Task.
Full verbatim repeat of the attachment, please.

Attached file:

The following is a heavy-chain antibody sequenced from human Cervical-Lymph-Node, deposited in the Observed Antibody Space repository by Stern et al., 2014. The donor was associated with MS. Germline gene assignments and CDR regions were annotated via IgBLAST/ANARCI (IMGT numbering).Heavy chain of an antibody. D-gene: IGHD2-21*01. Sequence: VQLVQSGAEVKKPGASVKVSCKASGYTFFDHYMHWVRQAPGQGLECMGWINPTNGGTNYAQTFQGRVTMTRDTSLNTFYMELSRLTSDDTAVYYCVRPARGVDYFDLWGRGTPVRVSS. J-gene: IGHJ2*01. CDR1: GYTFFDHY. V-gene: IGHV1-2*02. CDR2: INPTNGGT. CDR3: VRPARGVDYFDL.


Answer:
The following is a heavy-chain antibody sequenced from human Cervical-Lymph-Node, deposited in the Observed Antibody Space repository by Stern et al., 2014. The donor was associated with MS. Germline gene assignments and CDR regions were annotated via IgBLAST/ANARCI (IMGT numbering).Heavy chain of an antibody. D-gene: IGHD2-21*01. Sequence: VQLVQSGAEVKKPGASVKVSCKASGYTFFDHYMHWVRQAPGQGLECMGWINPTNGGTNYAQTFQGRVTMTRDTSLNTFYMELSRLTSDDTAVYYCVRPARGVDYFDLWGRGTPVRVSS. J-gene: IGHJ2*01. CDR1: GYTFFDHY. V-gene: IGHV1-2*02. CDR2: INPTNGGT. CDR3: VRPARGVDYFDL.